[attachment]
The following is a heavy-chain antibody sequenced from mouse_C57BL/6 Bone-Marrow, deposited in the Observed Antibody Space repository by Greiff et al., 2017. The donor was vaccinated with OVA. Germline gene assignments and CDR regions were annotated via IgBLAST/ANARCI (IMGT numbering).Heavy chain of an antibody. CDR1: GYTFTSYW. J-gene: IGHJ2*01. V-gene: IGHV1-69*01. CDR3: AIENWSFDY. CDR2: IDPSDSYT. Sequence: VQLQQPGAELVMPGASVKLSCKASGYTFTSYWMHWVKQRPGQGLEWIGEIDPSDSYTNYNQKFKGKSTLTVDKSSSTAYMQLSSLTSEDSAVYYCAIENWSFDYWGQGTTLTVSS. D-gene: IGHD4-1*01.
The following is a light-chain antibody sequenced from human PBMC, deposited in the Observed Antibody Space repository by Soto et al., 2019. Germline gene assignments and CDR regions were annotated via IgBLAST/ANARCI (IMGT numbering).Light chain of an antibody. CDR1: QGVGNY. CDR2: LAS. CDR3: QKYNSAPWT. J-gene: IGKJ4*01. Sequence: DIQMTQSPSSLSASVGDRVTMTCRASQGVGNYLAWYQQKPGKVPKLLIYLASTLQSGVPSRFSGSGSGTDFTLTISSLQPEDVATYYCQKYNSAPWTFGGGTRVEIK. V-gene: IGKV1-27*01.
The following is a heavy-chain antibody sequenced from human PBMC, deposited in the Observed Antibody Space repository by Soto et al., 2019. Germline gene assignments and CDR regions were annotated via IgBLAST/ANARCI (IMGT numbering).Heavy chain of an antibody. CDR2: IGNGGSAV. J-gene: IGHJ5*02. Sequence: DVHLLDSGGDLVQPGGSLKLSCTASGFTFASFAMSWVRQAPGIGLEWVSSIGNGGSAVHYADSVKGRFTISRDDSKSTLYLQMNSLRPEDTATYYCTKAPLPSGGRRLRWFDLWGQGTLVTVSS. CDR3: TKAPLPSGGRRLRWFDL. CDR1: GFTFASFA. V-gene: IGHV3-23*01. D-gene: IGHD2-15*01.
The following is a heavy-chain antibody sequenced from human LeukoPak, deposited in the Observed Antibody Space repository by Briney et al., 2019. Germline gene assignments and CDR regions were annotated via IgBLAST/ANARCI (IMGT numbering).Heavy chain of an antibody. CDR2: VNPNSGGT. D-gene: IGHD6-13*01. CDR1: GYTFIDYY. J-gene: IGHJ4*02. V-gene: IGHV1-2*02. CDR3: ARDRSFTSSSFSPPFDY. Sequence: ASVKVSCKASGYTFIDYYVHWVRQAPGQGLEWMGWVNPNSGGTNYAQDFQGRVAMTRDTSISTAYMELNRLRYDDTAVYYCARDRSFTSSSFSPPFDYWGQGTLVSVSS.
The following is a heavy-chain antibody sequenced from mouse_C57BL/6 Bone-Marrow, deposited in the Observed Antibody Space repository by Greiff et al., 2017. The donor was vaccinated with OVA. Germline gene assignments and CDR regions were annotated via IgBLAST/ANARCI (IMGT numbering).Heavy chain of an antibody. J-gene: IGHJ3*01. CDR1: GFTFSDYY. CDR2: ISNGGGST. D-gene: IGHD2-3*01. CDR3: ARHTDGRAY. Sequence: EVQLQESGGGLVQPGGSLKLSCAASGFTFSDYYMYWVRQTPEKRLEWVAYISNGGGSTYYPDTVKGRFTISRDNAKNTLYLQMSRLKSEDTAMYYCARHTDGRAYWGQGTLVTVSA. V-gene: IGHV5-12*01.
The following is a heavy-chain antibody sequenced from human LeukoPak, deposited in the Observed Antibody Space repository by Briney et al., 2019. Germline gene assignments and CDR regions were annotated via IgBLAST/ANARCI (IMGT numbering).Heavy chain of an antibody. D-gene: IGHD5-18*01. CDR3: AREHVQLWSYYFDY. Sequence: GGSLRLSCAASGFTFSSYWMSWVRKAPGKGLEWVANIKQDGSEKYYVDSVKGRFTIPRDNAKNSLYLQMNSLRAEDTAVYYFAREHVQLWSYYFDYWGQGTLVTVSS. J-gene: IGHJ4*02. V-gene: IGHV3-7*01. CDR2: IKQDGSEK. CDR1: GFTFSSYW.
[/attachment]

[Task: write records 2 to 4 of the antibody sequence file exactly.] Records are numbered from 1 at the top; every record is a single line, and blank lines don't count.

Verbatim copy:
The following is a light-chain antibody sequenced from human PBMC, deposited in the Observed Antibody Space repository by Soto et al., 2019. Germline gene assignments and CDR regions were annotated via IgBLAST/ANARCI (IMGT numbering).Light chain of an antibody. CDR1: QGVGNY. CDR2: LAS. CDR3: QKYNSAPWT. J-gene: IGKJ4*01. Sequence: DIQMTQSPSSLSASVGDRVTMTCRASQGVGNYLAWYQQKPGKVPKLLIYLASTLQSGVPSRFSGSGSGTDFTLTISSLQPEDVATYYCQKYNSAPWTFGGGTRVEIK. V-gene: IGKV1-27*01.
The following is a heavy-chain antibody sequenced from human PBMC, deposited in the Observed Antibody Space repository by Soto et al., 2019. Germline gene assignments and CDR regions were annotated via IgBLAST/ANARCI (IMGT numbering).Heavy chain of an antibody. CDR2: IGNGGSAV. J-gene: IGHJ5*02. Sequence: DVHLLDSGGDLVQPGGSLKLSCTASGFTFASFAMSWVRQAPGIGLEWVSSIGNGGSAVHYADSVKGRFTISRDDSKSTLYLQMNSLRPEDTATYYCTKAPLPSGGRRLRWFDLWGQGTLVTVSS. CDR3: TKAPLPSGGRRLRWFDL. CDR1: GFTFASFA. V-gene: IGHV3-23*01. D-gene: IGHD2-15*01.
The following is a heavy-chain antibody sequenced from human LeukoPak, deposited in the Observed Antibody Space repository by Briney et al., 2019. Germline gene assignments and CDR regions were annotated via IgBLAST/ANARCI (IMGT numbering).Heavy chain of an antibody. CDR2: VNPNSGGT. D-gene: IGHD6-13*01. CDR1: GYTFIDYY. J-gene: IGHJ4*02. V-gene: IGHV1-2*02. CDR3: ARDRSFTSSSFSPPFDY. Sequence: ASVKVSCKASGYTFIDYYVHWVRQAPGQGLEWMGWVNPNSGGTNYAQDFQGRVAMTRDTSISTAYMELNRLRYDDTAVYYCARDRSFTSSSFSPPFDYWGQGTLVSVSS.